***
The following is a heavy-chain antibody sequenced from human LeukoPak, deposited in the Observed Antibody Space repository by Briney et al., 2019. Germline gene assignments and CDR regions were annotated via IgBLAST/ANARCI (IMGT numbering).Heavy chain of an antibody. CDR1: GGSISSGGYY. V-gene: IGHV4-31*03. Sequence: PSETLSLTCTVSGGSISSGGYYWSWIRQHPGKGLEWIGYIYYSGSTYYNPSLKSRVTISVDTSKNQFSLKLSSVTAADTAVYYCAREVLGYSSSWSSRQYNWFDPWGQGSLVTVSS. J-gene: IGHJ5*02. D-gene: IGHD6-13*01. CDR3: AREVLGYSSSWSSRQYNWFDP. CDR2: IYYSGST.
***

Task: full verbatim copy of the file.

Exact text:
The following is a heavy-chain antibody sequenced from human LeukoPak, deposited in the Observed Antibody Space repository by Briney et al., 2019. Germline gene assignments and CDR regions were annotated via IgBLAST/ANARCI (IMGT numbering).Heavy chain of an antibody. CDR1: GGSISSGGYY. V-gene: IGHV4-31*03. Sequence: PSETLSLTCTVSGGSISSGGYYWSWIRQHPGKGLEWIGYIYYSGSTYYNPSLKSRVTISVDTSKNQFSLKLSSVTAADTAVYYCAREVLGYSSSWSSRQYNWFDPWGQGSLVTVSS. J-gene: IGHJ5*02. D-gene: IGHD6-13*01. CDR3: AREVLGYSSSWSSRQYNWFDP. CDR2: IYYSGST.